Sponsel v. City of Thornton, Colorado
MINUTE ORDER denying 28 Plaintiff's Motion (to take judicial notice), by Magistrate Judge Michael J. Watanabe on 11/17/2015.(emill)
IN THE UNITED STATES DISTRICT COURT
FOR THE DISTRICT OF COLORADO
Civil Action No. 15-cv-01616-RM-MJW
RICHARD JOHN SPONSEL,
CITY OF THORNTON, COLORADO,
Entered by Magistrate Judge Michael J. Watanabe
It is hereby ORDERED that the pro se plaintiff’s Motion (Docket No. 28) is
denied. Once again, plaintiff asks the court to take judicial notice of some purported
facts and his legal arguments. Pursuant to Federal Rule of Evidence 201, the court
may take judicial notice of a fact that is “not subject to reasonable dispute in that it is
either (1) generally known within the territorial jurisdiction of the trial court or (2) capable
of accurate and ready determination by resort to sources whose accuracy cannot
reasonably be questioned.” Fed. R. Evid. 201(b). Judicial notice is a means by which
facts can be established as true in a court of law, without the normal requirements of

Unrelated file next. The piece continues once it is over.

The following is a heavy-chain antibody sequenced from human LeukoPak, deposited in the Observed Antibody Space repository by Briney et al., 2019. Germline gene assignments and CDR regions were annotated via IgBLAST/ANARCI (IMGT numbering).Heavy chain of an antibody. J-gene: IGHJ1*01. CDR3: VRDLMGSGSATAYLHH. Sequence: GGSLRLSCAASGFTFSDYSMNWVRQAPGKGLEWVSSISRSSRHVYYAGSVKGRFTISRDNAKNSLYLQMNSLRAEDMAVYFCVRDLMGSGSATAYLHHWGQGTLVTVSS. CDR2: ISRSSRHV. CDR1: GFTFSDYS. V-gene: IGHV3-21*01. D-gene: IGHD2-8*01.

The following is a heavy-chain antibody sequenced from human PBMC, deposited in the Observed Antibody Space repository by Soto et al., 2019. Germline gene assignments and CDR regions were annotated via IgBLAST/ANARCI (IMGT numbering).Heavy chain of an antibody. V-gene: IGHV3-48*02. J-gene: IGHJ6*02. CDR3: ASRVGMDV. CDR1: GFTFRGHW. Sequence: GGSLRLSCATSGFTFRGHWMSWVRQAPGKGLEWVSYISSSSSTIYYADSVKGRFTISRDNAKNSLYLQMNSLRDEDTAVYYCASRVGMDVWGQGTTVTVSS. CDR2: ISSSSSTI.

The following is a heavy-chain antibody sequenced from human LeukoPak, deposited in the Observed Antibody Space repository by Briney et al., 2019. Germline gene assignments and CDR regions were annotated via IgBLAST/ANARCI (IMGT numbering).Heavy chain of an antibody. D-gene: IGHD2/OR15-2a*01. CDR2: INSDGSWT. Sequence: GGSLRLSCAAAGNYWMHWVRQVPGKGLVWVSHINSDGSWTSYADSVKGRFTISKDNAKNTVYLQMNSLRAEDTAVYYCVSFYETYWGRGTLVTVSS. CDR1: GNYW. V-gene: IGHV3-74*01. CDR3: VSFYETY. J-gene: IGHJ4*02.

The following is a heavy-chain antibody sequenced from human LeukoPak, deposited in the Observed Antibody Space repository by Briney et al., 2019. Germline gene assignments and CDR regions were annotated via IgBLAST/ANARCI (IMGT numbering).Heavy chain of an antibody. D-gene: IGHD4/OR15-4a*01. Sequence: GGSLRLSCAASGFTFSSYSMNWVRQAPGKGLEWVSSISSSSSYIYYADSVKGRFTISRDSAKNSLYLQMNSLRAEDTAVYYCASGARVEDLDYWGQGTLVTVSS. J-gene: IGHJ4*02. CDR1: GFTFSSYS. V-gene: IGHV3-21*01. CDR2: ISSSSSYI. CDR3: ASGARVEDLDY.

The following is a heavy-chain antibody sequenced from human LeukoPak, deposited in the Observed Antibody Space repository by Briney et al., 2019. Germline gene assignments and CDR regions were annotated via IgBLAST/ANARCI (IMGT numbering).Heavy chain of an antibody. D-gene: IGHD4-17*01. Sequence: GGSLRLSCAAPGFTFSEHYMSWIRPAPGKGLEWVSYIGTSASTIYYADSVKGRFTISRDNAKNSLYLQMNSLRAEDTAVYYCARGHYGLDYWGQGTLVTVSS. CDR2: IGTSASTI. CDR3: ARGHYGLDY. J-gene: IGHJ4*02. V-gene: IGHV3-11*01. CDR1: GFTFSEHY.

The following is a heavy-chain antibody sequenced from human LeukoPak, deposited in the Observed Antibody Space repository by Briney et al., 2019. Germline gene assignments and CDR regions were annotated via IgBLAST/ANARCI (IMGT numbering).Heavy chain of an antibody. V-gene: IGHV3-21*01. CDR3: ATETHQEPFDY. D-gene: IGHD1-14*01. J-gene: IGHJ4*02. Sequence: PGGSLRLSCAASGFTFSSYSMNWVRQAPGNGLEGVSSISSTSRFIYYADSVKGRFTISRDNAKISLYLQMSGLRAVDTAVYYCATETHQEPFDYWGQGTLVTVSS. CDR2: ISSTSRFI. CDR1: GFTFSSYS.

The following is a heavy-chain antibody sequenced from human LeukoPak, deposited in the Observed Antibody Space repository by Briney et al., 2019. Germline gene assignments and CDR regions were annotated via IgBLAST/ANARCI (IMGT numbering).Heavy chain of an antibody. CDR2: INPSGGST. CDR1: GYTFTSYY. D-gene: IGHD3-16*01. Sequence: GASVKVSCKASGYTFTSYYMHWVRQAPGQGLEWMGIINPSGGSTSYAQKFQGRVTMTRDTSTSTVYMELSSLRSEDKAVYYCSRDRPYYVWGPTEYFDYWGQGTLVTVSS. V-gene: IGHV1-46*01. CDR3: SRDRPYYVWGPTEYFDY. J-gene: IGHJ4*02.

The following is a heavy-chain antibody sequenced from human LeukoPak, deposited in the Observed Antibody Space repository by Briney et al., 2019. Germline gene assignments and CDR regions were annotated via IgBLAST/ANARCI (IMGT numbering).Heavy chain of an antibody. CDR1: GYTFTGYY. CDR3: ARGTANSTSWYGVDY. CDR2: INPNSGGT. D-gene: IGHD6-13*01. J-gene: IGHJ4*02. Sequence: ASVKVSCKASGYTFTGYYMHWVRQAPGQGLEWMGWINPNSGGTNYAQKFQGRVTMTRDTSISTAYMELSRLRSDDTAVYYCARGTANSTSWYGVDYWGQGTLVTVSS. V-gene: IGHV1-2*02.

proof by evidence. In order for a fact to be judicially noticed pursuant to Rule 201,
“indisputability is a prerequisite.” Hennessy v. Penril Datacomm Networks, Inc., 69 F.3d
1344, 1354 (7th Cir.1995). That is, judicial notice should be exercised with great
caution—the matter noticed must be of common and general knowledge, and it must be
authoritatively settled and free from doubt or uncertainty. See, e.g., Lussier v. Runyon,
50 F.3d 1103 (1st Cir.1995); Korematsu v. United States, 584 F.Supp. 1406, 1415
(N.D.Cal.1984) (“Care must be taken that Rule 201 not be used as a substitute for more
rigorous evidentiary requirements and careful fact finding.”). Such is not the case here.
Accordingly, plaintiff’s request for judicial notice is denied.
Date: November 17, 2015
Disclaimer: Justia Dockets & Filings provides public litigation records from the federal appellate and district courts. These filings and docket sheets should not be considered findings of fact or liability, nor do they necessarily reflect the view of Justia.
Why Is My Information Online?